The Price Is Wrong — Trump’s Health Secretary Is a Bad Sign for Health Reform

[This column was printed today on Commonwealth Magazine’s website.]

PRESIDENT-ELECT DONALD TRUMP has nominated Rep. Tom Price of George, an orthopedic surgeon and the House Budget Committee chairman, to be his first secretary of health and human services. For those lulled into believing that Trump was moderating his views on the Affordable Care Act because of recent statements on 60 Minutes that he leaned toward supporting ACA provisions on banning pre-existing condition requirements and allowing young adults to stay on their parents’ insurance plans, this nomination is a bucket of ice cold water.

UNITED STATES - APRIL 16: Rep. Paul Ryan, R-Wisc., right, Chairman of the House Budget Committee, and Rep. Tom Price, R-Ga., prepare for a hearing in Cannon Building titled "The President's FY2014 Revenue and Economic Policy Proposals," featuring testimony by Treasury Secretary Jack Lew. (Photo By Tom Williams/CQ Roll Call)
UNITED STATES – APRIL 16: Rep. Paul Ryan, R-Wisc., right, Chairman of the House Budget Committee, and Rep. Tom Price, R-Ga., prepare for a hearing  titled “The President’s FY2014 Revenue and Economic Policy Proposals,” . (Photo By Tom Williams/CQ Roll Call)

Price, a leading member of the House GOP’s “doctor caucus,” and a founding member of the Tea Party caucus, has been a strident ACA critic from the start, issuing and reissuing his own ACA replacement plan – the “Empowering Patients First Act” – on several occasions. He has carved a role as House Speaker Paul Ryan’s strongest ally in proposing a radical reconstruction not just of the ACA but of the entire US health security landscape, seeking not just to obliterate President Obama’s health legacy, but also that of President Lyndon Johnson, who signed Medicare and Medicaid into law way back in 1965.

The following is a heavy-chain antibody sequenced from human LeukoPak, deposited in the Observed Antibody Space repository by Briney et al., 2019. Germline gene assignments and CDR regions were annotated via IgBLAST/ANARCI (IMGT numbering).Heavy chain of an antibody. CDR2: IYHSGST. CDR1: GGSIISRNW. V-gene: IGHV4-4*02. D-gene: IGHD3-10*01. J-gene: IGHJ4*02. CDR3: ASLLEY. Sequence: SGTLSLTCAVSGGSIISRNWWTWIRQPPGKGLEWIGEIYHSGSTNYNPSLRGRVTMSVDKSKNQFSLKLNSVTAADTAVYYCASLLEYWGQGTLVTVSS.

The Ryan-Price agenda includes four key components:

  1. As far as possible, repealing the ACA’s private health insurance and Medicaid coverage expansions, along with most of the new taxes that finance them;
  2. Reengineering the Medicare program into “premium support” in which enrollees will receive fixed dollar vouchers to purchase health insurance policies;
  3. Reconstructing Medicaid into a “per capita allotment” financing model to drastically limit federal dollars to state governments that would be incentivized to limit eligibility and benefits to low income enrollees while increasing cost sharing; and
  4. Capping the federal employer health insurance tax deduction that would sharply increase insurance costs for workers and their employers.

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